Senckenberg up close
A big and very challenging puzzle
Interview with Dr. habil. Krister T. Smith
How does climate (change) influence ecological cycles and what can fossils teach us about the climate of past times? Paleontologist Krister Smith is fascinated about the roots of life. In this interview, he explains the origins of his excitement for Paleoherpetology and sheds light on the secrets hidden in the Messel Pit.
Why did you decide to become a scientist?
Honestly, I wasn’t even aware that one could become a scientist – that is, a professional – outside of a company or hospital until I was at university. There, I once asked a graduate student how many jobs there are in paleontology, and he answered: “There aren’t any.” An exaggeration, to be sure, but it’s true that there are many more people with degrees in paleontology than there are paleontologists. Still, I had already been “bitten by the bug,” I was stubborn and ultimately lucky.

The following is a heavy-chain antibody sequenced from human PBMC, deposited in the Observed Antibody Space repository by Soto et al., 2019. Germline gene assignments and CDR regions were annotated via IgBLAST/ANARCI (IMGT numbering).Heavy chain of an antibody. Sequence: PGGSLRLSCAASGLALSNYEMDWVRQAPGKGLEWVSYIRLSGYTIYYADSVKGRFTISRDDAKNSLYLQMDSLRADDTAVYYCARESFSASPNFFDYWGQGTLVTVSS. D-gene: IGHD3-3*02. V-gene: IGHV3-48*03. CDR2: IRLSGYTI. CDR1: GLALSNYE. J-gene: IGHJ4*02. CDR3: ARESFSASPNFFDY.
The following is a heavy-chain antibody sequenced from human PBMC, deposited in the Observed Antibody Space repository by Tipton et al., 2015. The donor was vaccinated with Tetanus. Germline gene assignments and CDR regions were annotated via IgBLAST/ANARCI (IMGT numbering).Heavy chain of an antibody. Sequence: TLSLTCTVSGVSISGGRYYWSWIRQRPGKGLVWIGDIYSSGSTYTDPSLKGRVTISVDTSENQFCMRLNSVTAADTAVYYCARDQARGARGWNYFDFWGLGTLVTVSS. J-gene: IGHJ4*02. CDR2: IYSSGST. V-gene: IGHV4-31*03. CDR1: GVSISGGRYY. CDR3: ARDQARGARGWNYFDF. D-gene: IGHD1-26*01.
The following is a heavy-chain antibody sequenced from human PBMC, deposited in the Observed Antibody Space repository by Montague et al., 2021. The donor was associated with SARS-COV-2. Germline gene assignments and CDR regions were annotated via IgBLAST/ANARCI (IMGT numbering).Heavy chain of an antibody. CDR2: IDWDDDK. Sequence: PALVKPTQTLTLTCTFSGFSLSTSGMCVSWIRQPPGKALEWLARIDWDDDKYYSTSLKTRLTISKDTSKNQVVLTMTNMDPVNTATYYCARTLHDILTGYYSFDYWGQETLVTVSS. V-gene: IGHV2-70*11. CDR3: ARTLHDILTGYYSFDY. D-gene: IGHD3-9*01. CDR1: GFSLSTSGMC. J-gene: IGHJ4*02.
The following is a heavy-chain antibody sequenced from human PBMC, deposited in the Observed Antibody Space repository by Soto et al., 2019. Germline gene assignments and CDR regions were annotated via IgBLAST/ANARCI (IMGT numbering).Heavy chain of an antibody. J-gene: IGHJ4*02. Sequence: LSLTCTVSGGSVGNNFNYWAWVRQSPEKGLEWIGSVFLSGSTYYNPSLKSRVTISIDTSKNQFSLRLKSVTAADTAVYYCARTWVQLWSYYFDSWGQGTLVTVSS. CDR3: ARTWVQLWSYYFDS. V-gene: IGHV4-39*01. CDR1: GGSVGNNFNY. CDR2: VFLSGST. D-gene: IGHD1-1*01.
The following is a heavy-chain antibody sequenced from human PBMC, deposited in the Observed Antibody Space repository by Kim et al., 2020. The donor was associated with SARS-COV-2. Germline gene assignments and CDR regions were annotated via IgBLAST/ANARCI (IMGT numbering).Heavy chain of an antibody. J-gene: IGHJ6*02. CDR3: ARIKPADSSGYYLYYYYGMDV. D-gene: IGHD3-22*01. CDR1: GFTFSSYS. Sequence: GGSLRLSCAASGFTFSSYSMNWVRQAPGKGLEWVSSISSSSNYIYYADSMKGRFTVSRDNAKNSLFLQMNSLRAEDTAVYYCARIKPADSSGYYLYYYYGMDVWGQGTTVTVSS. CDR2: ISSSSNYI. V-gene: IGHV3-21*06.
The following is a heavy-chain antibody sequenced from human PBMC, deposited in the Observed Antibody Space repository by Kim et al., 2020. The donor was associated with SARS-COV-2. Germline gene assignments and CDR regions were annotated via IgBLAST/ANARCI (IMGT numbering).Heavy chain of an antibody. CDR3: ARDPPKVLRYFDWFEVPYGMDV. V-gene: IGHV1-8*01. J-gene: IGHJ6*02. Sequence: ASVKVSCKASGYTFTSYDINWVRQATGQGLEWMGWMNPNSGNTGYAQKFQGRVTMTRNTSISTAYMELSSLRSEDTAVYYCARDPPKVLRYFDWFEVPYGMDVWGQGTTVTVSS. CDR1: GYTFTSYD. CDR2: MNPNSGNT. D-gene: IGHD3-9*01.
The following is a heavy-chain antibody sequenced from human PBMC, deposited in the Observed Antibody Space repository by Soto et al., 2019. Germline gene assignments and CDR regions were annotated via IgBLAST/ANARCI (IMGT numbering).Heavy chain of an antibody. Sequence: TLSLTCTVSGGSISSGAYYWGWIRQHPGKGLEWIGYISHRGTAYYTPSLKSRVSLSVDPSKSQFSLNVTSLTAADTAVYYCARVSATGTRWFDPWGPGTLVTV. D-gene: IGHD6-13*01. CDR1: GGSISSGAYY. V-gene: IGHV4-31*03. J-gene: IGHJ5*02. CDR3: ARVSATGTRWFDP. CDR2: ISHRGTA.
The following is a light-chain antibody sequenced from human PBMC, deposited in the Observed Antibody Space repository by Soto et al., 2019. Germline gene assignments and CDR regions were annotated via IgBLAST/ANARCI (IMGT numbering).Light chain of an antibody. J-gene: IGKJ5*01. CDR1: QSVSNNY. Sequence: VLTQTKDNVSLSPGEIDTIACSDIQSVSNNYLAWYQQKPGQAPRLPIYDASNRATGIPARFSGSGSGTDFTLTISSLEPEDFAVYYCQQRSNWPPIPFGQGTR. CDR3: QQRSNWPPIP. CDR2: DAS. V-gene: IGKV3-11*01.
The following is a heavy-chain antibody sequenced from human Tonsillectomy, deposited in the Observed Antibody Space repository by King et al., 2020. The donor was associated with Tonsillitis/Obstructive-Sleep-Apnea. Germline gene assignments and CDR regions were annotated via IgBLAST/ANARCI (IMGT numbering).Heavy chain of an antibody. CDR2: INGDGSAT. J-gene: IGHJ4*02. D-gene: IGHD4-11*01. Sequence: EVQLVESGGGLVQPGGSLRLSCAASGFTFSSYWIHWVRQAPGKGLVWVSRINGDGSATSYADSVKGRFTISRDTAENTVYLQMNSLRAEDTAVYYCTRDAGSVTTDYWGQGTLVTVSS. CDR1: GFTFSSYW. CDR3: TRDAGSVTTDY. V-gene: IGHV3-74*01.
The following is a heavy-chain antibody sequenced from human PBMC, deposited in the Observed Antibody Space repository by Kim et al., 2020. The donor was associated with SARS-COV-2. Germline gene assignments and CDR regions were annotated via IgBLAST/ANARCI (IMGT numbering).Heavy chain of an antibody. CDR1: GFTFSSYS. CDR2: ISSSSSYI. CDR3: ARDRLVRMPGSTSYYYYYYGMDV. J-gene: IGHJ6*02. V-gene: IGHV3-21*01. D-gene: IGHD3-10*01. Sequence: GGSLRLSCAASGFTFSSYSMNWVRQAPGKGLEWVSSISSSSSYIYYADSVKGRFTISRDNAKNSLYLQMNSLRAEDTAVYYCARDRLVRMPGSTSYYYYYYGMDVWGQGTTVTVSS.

What do you find especially fascinating about Paleoherpetology?
I am fascinated by the roots of things; I want to know where they come from. Lower vertebrates are highly diverse – there are over 10,000 living species of squamates, that is, lizards and snakes! They are also difficult to study. Unlike in mammals, say, you can’t just pick out jaws from an assemblage and identify species. You have to put the whole skeleton, or at least the skull, back together. It’s a big and very challenging puzzle. And I like a challenge.